Earlier in the week, I highlighted the Mets’ year-long power outage.
Nothing much has changed since then, as they are still dead-last in
home runs with 81 (did you know the Yankees have 220? Yikes.) and Gary
Sheffield still leads the team with 10 home runs despite not actually
appearing in a game since August 28.
While noting the remarkable lack of
punch in the Mets’ lineup on Monday, it got me to thinking of who had
the least home runs in a season, but still lead their team in home
runs. I started on Baseball Reference, but found that exercise pretty
tedious, so I asked for the help of our friends at Baseball Prospectus, and here’s what they found:
Modern Era, 1900-2008
Three way tie with 1 HR as the maximum:
1918 Senators – Walter Johnson, Joe Judge, Howie Shanks & Nick Altrock – 1
1908 White Sox – Ed Walsh, Fielder Jones & Frank Isbell – 1
1909 White Sox – Dave Altizer, Ed Hahn, Gavvy Cravath & Patsy Dougherty – 1
Retrosheet Era, 1954-2008
1981 Twins – Roy Smalley – 7
1981 Indians – Bo Diaz – 7
Wild Card Era, 1995-2008
1995 Phillies – Mark Whiten, Gregg Jefferies & Charlie Hayes – 11
1995 Expos – Moises Alou, Tony Tarasco & Sean Berry – 14
2008 Nationals – Ryan Zimmerman & Lastings Milledge – 14
2008 Nationals – Zimmerman & Milledge – 14
2001 Orioles – Chris Richard & Jay Gibbons – 15
2008 Giants – Bengie Molina – 16
And so, if things stay the same, the
Mets will have the lowest team leader in home runs since Bo Diaz and
Roy Smalley led their respective clubs with seven home runs in 1981.
Right now the Mets have 21 games left with Sheffield at 10, Daniel
Murphy at nine, and Carlos Beltran and David Wright with eight. There
might be a reason to tune into the Mets after all, even if they are
threatening 90 losses for the first time since 2004.
Again, thanks to Eric Seidman, Will Carroll and our friends at Baseball Prospectus. Please pay them a visit.
With a fourth-inning solo home run off of Phillies starter Jake Thompson, Mets outfielder Curtis Granderson reached the 30-homer plateau for the fourth time in his 13-year career. It’s a moment worth celebrating, only there’s one problem: he has just 56 RBI on the season.
There are many reasons for the low RBI total. 24 of Granderson’s 30 homers have come with the bases empty. He came into Sunday’s action hitting just .140 in 124 plate appearances with runners in scoring position and .197 with runners on base. He has hit leadoff for most of the season, meaning he’s had the Mets’ pitchers hitting “ahead” of him in the No. 9 slot as well as the Mets’ catchers typically hitting eighth. Mets catchers, collectively, have a .296 on-base percentage, the second-worst mark in the National League.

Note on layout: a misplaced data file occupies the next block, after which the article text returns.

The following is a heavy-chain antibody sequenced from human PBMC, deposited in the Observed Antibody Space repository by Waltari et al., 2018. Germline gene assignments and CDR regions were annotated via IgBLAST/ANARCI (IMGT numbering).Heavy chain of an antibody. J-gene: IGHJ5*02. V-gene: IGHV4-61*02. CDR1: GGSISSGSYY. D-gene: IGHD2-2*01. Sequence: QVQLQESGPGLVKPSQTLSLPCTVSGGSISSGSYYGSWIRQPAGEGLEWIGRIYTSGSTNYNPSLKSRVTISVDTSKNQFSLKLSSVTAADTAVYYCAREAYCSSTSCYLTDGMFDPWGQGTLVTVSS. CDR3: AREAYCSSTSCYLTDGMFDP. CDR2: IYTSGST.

Since the end of August, Granderson has hit cleanup with Jose Reyes, Asdrubal Cabrera, and Yoenis Cespedes hitting in front of him. That change hasn’t been for naught, as he has 17 RBI in 21 games since.
Still, Granderson is on pace for the fewest RBI in a 30-homer season. Rob Deer and Felix Mantilla are tied for the record with 64 RBI. Deer (32 HR) accomplished the feat in 1992 with the Tigers and Mantilla (30 HR) in 1964 with the Red Sox. Only eight players have had 70 or fewer homers in a 30-homer season. Evan Gattis is currently sitting on 30 homers with 68 RBI.
Following the announcement of the 24-year-old’s death, Major League Baseball observed a moment of silence for José Fernández before each of today’s games. While this afternoon’s Marlins-Braves game was cancelled out of respect for the organization, Miami painted Fernández’s jersey number on the mound in honor of their former pitcher.
Other teams, like the Mets, Mariners, and Dodgers, chose to honor Fernández by hanging his No. 16 jersey in their dugout:
Bob Nightengale of USA Today Sports reports that David Ortiz‘s pregame retirement ceremony at Tropicana Field was canceled at the player’s request:
The Astros and Diamondbacks each displayed a personal tribute to Fernández, writing the number 16 on their caps and etching his number and initials in the bullpen:
Rest in peace, Fernández.